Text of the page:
Kosovo elected reformist lawyer Vjosa Osmani as its new president in early April. President Osmani will serve alongside Prime Minister Albin Kurti as part of the ruling Vetëvendosje party, a reformist social-democratic organization. However, Kosovo is currently facing several challenges, ranging from a public health crisis to unresolved disputes with Serbia. If Osmani hopes to steer her country in the right direction, she will have to do more than simply propose solutions.
Osmani graduated from University of Pittsburgh School of Law and, Politico E.U. reports, “was already serving as interim president after Hashim Thaçi’s resignation last year to face charges of crimes against humanity.” She is Kosovo’s second female leader. While the president will collaborate with Prime Minister Kurti and other parliament members on domestic and foreign affairs, she will take a prominent role in foreign policy and as the commander of the armed forces.
Osmani was a popular candidate, but her election has faced boycott from “representatives of the Serbian ethnic minority and members of Thaçi’s party of former guerilla fighters.” “In two rounds of voting on April 3rd, 78 and 79 deputies participated [respectively],” RFE/RL said. 80 votes are required to form a quorum. On the third vote, Osmani won 71 out of 82 votes cast.
Before Osmani can advance her political priorities, however, there are major crises at hand.
Among the most pressing concerns is the COVID-19 pandemic. Kosovo has a deficit of adequate resources to keep its population safe from the virus and a high degree of skepticism about the pandemic and vaccines. Perhaps due to these issues, the nation’s vaccine drive has been lagging compared to that of its regional neighbors. The country has previously received vaccines through the COVAX international program, which is meant to assist countries, like Kosovo, which may not have all resources available to vaccinate its population.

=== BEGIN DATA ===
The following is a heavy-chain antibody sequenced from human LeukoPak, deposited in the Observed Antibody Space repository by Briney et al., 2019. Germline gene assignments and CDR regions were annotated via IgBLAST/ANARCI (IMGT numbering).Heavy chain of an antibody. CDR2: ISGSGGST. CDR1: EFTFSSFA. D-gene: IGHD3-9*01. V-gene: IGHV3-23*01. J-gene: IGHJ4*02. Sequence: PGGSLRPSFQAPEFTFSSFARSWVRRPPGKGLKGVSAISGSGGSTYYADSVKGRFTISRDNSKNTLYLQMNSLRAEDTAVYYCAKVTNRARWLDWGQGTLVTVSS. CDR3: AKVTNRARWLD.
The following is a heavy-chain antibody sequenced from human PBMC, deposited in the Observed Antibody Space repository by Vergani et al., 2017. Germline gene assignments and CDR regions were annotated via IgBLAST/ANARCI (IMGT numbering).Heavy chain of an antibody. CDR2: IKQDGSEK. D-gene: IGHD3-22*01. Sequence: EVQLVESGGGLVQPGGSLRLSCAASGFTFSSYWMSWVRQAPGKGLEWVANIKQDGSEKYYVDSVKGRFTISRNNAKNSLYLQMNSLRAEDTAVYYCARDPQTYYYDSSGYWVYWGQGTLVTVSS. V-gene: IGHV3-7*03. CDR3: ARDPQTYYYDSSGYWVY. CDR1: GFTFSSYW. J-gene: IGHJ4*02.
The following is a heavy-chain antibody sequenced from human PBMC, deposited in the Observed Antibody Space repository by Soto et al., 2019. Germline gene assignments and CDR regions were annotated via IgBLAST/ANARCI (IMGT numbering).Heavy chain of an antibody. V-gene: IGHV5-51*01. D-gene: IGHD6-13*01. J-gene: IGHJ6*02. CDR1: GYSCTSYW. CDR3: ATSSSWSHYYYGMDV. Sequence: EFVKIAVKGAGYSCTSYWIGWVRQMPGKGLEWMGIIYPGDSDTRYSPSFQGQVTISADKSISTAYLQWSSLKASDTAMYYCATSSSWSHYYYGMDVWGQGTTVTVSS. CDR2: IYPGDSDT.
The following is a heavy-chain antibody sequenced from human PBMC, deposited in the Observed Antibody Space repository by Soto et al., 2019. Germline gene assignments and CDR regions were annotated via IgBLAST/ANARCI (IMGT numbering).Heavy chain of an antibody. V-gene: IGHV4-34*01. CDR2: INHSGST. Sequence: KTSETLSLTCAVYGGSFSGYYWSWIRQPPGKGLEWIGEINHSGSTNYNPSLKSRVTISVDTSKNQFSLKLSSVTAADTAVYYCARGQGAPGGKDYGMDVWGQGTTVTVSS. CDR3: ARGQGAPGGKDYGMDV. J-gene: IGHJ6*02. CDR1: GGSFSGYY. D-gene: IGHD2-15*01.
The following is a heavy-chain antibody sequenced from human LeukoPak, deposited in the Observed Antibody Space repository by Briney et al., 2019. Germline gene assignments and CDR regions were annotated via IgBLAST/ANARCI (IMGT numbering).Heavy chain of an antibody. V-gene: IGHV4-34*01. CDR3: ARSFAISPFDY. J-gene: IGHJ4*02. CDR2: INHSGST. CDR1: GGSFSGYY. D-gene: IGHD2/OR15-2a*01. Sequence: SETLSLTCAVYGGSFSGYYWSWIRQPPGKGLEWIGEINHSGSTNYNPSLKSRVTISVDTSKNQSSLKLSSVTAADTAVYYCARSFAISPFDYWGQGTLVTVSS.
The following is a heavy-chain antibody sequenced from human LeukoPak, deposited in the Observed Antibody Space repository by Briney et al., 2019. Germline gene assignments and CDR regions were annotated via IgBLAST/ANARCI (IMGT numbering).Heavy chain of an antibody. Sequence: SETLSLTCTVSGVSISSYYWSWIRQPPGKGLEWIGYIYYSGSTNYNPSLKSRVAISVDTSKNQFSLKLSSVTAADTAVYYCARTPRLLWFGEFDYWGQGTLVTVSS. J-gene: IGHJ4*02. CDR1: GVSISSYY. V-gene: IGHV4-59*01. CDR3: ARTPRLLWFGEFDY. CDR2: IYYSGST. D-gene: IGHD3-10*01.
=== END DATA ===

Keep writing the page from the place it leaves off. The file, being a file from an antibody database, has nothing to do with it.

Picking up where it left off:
Given Kosovo’s economic and political situation, collaboration with local and external partners will be key in devising solutions to the pandemic. For example, having talks with the heads of COVAX or vaccine manufacturers may help address the issue of vaccine supplies. Osmani will also need to look into the roots of her country’s skepticism and address citizen concerns. She and Prime Minister Kurti should meet with health officials and local leaders to develop plans to take on the health crisis and understand how Kosovans will react.
Another major issue is Kosovo’s ongoing political conflict with Serbia. In September, both Kosovo and Serbia signed a deal focusing on economic cooperation. The deal was a step forwards but did not address many of the broader issues both countries dispute. There must be more work on this front in order to prevent an increase in tensions between the countries. Having more dialogue with Serbia will also be important in terms of normalizing relations and addressing longstanding political issues.
Additionally, domestic issues of corruption and media freedoms have plagued Kosovo for many years. A recent report from Amnesty International found that governments in several countries in southeastern Europe, including Kosovo, “took insufficient measures to protect journalists and whistle-blowers, including health workers, at times targeting those who criticized government responses to COVID-19.” Other research in this report indicates that “investigative journalists in Kosovo, including those from BIRN [the Balkan Investigative Reporting Network], faced threats, slurs and attacks.” Osmani will have to address these issues and promote legislation that promotes transparency in the media and discourages violence against journalists. This can be done via her work with Parliament.
This is by no means an exhaustive list of items that Osmani will need to consider and address. However, given recent developments and changes, these are items that will be high on her agenda.
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